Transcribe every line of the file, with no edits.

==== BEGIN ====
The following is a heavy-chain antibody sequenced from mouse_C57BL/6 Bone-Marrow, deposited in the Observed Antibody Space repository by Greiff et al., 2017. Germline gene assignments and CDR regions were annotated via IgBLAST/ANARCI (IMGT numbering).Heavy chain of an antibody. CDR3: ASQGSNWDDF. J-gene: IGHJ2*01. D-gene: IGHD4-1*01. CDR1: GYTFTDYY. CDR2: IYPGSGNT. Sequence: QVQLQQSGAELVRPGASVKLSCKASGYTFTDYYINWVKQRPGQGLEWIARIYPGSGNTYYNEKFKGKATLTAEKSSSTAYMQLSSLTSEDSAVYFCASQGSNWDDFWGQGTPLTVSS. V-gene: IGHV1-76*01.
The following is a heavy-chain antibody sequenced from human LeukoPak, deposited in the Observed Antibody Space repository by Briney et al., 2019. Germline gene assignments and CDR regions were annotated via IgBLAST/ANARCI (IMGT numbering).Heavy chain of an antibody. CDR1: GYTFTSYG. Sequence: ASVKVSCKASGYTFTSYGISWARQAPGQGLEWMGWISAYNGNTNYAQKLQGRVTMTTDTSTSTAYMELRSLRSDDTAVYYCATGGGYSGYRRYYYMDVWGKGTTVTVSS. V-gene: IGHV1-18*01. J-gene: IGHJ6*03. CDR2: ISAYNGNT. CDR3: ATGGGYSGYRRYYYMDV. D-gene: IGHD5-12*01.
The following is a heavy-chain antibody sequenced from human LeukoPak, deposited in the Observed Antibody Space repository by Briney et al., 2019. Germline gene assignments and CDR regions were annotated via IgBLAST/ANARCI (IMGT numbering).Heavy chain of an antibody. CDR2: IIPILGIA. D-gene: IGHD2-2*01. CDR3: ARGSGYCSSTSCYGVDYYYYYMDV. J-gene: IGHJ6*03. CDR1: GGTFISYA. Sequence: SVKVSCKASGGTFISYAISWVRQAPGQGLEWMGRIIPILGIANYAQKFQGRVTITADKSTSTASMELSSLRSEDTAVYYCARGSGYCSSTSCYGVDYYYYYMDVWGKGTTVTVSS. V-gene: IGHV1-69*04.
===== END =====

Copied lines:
The following is a heavy-chain antibody sequenced from mouse_C57BL/6 Bone-Marrow, deposited in the Observed Antibody Space repository by Greiff et al., 2017. Germline gene assignments and CDR regions were annotated via IgBLAST/ANARCI (IMGT numbering).Heavy chain of an antibody. CDR3: ASQGSNWDDF. J-gene: IGHJ2*01. D-gene: IGHD4-1*01. CDR1: GYTFTDYY. CDR2: IYPGSGNT. Sequence: QVQLQQSGAELVRPGASVKLSCKASGYTFTDYYINWVKQRPGQGLEWIARIYPGSGNTYYNEKFKGKATLTAEKSSSTAYMQLSSLTSEDSAVYFCASQGSNWDDFWGQGTPLTVSS. V-gene: IGHV1-76*01.
The following is a heavy-chain antibody sequenced from human LeukoPak, deposited in the Observed Antibody Space repository by Briney et al., 2019. Germline gene assignments and CDR regions were annotated via IgBLAST/ANARCI (IMGT numbering).Heavy chain of an antibody. CDR1: GYTFTSYG. Sequence: ASVKVSCKASGYTFTSYGISWARQAPGQGLEWMGWISAYNGNTNYAQKLQGRVTMTTDTSTSTAYMELRSLRSDDTAVYYCATGGGYSGYRRYYYMDVWGKGTTVTVSS. V-gene: IGHV1-18*01. J-gene: IGHJ6*03. CDR2: ISAYNGNT. CDR3: ATGGGYSGYRRYYYMDV. D-gene: IGHD5-12*01.
The following is a heavy-chain antibody sequenced from human LeukoPak, deposited in the Observed Antibody Space repository by Briney et al., 2019. Germline gene assignments and CDR regions were annotated via IgBLAST/ANARCI (IMGT numbering).Heavy chain of an antibody. CDR2: IIPILGIA. D-gene: IGHD2-2*01. CDR3: ARGSGYCSSTSCYGVDYYYYYMDV. J-gene: IGHJ6*03. CDR1: GGTFISYA. Sequence: SVKVSCKASGGTFISYAISWVRQAPGQGLEWMGRIIPILGIANYAQKFQGRVTITADKSTSTASMELSSLRSEDTAVYYCARGSGYCSSTSCYGVDYYYYYMDVWGKGTTVTVSS. V-gene: IGHV1-69*04.